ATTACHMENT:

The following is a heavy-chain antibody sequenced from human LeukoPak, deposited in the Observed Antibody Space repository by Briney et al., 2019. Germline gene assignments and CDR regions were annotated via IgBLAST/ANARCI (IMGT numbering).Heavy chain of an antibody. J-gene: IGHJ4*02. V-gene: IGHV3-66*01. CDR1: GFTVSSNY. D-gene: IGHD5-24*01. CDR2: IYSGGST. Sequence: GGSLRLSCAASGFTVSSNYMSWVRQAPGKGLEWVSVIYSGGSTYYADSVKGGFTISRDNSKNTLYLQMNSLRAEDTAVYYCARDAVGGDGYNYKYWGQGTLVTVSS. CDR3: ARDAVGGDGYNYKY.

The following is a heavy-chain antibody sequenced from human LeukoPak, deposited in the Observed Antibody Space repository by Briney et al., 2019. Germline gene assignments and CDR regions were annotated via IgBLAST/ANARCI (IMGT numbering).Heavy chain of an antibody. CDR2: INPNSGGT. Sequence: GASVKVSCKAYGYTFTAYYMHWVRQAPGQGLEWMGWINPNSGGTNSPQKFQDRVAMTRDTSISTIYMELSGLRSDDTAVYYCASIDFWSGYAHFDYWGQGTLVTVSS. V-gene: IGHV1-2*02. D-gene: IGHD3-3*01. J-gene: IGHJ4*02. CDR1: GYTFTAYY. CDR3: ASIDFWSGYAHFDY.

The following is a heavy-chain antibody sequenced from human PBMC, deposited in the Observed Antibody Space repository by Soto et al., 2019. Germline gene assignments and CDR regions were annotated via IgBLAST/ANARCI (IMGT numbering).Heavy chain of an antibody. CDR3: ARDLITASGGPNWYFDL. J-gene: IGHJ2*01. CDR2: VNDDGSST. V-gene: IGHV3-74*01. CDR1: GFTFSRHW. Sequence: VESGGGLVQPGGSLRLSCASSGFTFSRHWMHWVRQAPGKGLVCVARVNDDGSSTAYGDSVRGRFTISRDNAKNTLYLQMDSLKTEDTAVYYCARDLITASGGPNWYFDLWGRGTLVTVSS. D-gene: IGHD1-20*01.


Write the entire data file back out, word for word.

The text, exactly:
The following is a heavy-chain antibody sequenced from human LeukoPak, deposited in the Observed Antibody Space repository by Briney et al., 2019. Germline gene assignments and CDR regions were annotated via IgBLAST/ANARCI (IMGT numbering).Heavy chain of an antibody. J-gene: IGHJ4*02. V-gene: IGHV3-66*01. CDR1: GFTVSSNY. D-gene: IGHD5-24*01. CDR2: IYSGGST. Sequence: GGSLRLSCAASGFTVSSNYMSWVRQAPGKGLEWVSVIYSGGSTYYADSVKGGFTISRDNSKNTLYLQMNSLRAEDTAVYYCARDAVGGDGYNYKYWGQGTLVTVSS. CDR3: ARDAVGGDGYNYKY.

The following is a heavy-chain antibody sequenced from human LeukoPak, deposited in the Observed Antibody Space repository by Briney et al., 2019. Germline gene assignments and CDR regions were annotated via IgBLAST/ANARCI (IMGT numbering).Heavy chain of an antibody. CDR2: INPNSGGT. Sequence: GASVKVSCKAYGYTFTAYYMHWVRQAPGQGLEWMGWINPNSGGTNSPQKFQDRVAMTRDTSISTIYMELSGLRSDDTAVYYCASIDFWSGYAHFDYWGQGTLVTVSS. V-gene: IGHV1-2*02. D-gene: IGHD3-3*01. J-gene: IGHJ4*02. CDR1: GYTFTAYY. CDR3: ASIDFWSGYAHFDY.

The following is a heavy-chain antibody sequenced from human PBMC, deposited in the Observed Antibody Space repository by Soto et al., 2019. Germline gene assignments and CDR regions were annotated via IgBLAST/ANARCI (IMGT numbering).Heavy chain of an antibody. CDR3: ARDLITASGGPNWYFDL. J-gene: IGHJ2*01. CDR2: VNDDGSST. V-gene: IGHV3-74*01. CDR1: GFTFSRHW. Sequence: VESGGGLVQPGGSLRLSCASSGFTFSRHWMHWVRQAPGKGLVCVARVNDDGSSTAYGDSVRGRFTISRDNAKNTLYLQMDSLKTEDTAVYYCARDLITASGGPNWYFDLWGRGTLVTVSS. D-gene: IGHD1-20*01.